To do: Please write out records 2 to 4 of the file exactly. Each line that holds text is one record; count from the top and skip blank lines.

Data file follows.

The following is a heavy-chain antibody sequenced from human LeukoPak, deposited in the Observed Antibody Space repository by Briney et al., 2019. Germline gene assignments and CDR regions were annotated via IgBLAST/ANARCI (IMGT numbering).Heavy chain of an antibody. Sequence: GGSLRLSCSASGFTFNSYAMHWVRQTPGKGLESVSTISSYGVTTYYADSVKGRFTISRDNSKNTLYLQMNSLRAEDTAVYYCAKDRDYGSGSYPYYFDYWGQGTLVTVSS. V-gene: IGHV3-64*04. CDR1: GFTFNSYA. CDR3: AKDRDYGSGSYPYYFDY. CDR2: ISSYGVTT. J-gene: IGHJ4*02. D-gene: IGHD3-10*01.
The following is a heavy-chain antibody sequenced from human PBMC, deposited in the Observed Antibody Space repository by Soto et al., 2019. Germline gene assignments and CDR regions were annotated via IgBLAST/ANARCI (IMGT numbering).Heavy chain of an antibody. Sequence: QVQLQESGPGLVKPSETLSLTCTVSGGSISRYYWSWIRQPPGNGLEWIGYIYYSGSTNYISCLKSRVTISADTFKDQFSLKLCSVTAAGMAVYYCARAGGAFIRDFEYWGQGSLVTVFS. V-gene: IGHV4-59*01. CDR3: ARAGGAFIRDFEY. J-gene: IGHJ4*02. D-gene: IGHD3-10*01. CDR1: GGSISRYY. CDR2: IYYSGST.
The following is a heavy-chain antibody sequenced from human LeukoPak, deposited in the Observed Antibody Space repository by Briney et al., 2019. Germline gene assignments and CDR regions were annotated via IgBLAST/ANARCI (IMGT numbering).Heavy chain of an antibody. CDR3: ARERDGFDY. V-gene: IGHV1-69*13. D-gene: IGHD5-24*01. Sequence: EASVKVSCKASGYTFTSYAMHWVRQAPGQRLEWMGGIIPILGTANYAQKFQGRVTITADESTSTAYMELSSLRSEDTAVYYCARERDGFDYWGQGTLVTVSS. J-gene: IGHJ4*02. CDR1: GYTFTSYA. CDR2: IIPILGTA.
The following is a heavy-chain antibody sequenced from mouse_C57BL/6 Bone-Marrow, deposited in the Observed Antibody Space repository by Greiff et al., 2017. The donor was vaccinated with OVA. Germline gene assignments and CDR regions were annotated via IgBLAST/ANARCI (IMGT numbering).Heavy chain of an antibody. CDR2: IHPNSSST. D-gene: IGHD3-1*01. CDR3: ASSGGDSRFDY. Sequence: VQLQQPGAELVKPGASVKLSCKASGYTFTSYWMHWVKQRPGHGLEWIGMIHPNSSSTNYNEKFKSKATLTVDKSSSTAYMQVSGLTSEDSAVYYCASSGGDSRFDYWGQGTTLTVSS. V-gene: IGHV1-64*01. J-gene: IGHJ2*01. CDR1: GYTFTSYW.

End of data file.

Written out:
The following is a heavy-chain antibody sequenced from human PBMC, deposited in the Observed Antibody Space repository by Soto et al., 2019. Germline gene assignments and CDR regions were annotated via IgBLAST/ANARCI (IMGT numbering).Heavy chain of an antibody. Sequence: QVQLQESGPGLVKPSETLSLTCTVSGGSISRYYWSWIRQPPGNGLEWIGYIYYSGSTNYISCLKSRVTISADTFKDQFSLKLCSVTAAGMAVYYCARAGGAFIRDFEYWGQGSLVTVFS. V-gene: IGHV4-59*01. CDR3: ARAGGAFIRDFEY. J-gene: IGHJ4*02. D-gene: IGHD3-10*01. CDR1: GGSISRYY. CDR2: IYYSGST.
The following is a heavy-chain antibody sequenced from human LeukoPak, deposited in the Observed Antibody Space repository by Briney et al., 2019. Germline gene assignments and CDR regions were annotated via IgBLAST/ANARCI (IMGT numbering).Heavy chain of an antibody. CDR3: ARERDGFDY. V-gene: IGHV1-69*13. D-gene: IGHD5-24*01. Sequence: EASVKVSCKASGYTFTSYAMHWVRQAPGQRLEWMGGIIPILGTANYAQKFQGRVTITADESTSTAYMELSSLRSEDTAVYYCARERDGFDYWGQGTLVTVSS. J-gene: IGHJ4*02. CDR1: GYTFTSYA. CDR2: IIPILGTA.
The following is a heavy-chain antibody sequenced from mouse_C57BL/6 Bone-Marrow, deposited in the Observed Antibody Space repository by Greiff et al., 2017. The donor was vaccinated with OVA. Germline gene assignments and CDR regions were annotated via IgBLAST/ANARCI (IMGT numbering).Heavy chain of an antibody. CDR2: IHPNSSST. D-gene: IGHD3-1*01. CDR3: ASSGGDSRFDY. Sequence: VQLQQPGAELVKPGASVKLSCKASGYTFTSYWMHWVKQRPGHGLEWIGMIHPNSSSTNYNEKFKSKATLTVDKSSSTAYMQVSGLTSEDSAVYYCASSGGDSRFDYWGQGTTLTVSS. V-gene: IGHV1-64*01. J-gene: IGHJ2*01. CDR1: GYTFTSYW.